The latest green pass decree passed on Tuesday September 21st confirms that, as announced earlier this month, employees at all public or private workplaces will need to be able to show the green pass from October 15th.
The pass is a certificate that shows whether someone has been vaccinated against Covid-19, tested negative in the previous 48 hours, or recently recovered from the virus.
The new decree (find the official text here, in Italian) confirmed that health passes obtained in Italy via a negative PCR test result will now be valid for 72 hours instead of 48.
Those obtained via rapid testing will remain valid for 48 hours, however the new decree also provides for the use of saliva testing as well as nasal swab tests.
While the government’s update was made with people working in Italy in mind ahead of the October rule change, this applies to anyone who is tested in Italy, including foreign visitors. (Find out more about getting a coronavirus test in Italy here.)
The new decree is related to domestic use of the green pass system only and does not update existing rules on testing for travel to Italy.
From October 15th, employees at Italian companies will have to pay for testing themselves if they choose not to be vaccinated.
Those who cannot be vaccinated as they have a certified medical exemption will qualify for free tests, and will not face the green pass requirement in any case.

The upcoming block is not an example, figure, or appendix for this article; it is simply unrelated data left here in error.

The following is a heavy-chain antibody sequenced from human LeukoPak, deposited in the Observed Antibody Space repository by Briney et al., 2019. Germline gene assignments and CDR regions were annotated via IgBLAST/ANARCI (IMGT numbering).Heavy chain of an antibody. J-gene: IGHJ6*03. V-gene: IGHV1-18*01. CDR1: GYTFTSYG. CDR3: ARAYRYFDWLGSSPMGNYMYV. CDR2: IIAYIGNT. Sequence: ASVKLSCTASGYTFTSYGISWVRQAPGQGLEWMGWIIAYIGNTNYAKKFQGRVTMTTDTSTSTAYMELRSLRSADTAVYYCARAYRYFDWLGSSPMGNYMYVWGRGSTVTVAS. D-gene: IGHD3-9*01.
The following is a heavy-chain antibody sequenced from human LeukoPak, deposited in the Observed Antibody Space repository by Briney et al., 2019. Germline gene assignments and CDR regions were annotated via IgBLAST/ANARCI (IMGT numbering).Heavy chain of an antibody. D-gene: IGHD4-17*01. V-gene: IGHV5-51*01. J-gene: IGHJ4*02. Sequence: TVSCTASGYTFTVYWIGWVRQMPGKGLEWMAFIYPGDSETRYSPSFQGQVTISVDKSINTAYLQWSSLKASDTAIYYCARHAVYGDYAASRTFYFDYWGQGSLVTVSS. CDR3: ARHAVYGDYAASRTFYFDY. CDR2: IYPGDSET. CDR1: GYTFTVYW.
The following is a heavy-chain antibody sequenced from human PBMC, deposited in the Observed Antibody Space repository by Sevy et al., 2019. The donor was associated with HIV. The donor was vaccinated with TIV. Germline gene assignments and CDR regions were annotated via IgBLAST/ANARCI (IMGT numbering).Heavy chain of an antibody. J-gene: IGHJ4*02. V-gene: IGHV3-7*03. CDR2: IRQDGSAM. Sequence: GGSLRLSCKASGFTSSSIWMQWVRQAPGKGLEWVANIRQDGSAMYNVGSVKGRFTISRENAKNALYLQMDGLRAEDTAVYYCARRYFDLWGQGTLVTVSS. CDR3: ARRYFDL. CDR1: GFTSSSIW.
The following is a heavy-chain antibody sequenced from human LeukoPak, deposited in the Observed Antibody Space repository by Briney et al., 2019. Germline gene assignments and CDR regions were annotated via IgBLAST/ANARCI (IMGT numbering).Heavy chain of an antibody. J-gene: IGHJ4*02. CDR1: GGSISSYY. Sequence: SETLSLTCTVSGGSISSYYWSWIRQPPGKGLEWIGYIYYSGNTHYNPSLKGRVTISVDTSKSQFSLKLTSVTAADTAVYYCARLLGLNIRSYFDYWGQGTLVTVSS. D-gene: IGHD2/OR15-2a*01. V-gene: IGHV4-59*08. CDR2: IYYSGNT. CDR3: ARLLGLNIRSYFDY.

The decree also confirmed that an existing cap on the price of rapid tests at pharmacies choosing to participate in a government scheme would be extended until December 31st.
Under the price cap, rapid tests cost 15 euros – instead of 22 – for adults and 8 euros for young people aged 12-18.
The price of PCR testing will remain between 50-100 euros, with the cost mainly depending on prices set by each Italian regional authority.
A previous decree extended the validity of the green pass for those fully vaccinated from nine months to one year.
Passes issued to those who have recovered from Covid-19 (but are not also vaccinated) remain valid for six months.
The update came following protests from some political parties, notably the right-wing League, who said it was unfair to expect workers to pay for testing every 48 hours.
Some Italian health experts however have criticised the government’s update, with Andrea Crisanti, director of the Department of Molecular Medicine of the University of Padua, describing the green pass requirements as “all politics”.
“Now the law dictates how infectious a virus is or what the incubation period of a disease is. There is no scientific evidence that a test taken 72 hours ago certifies that that person is negative,” said Crisanti in an interview on TV channel LA7.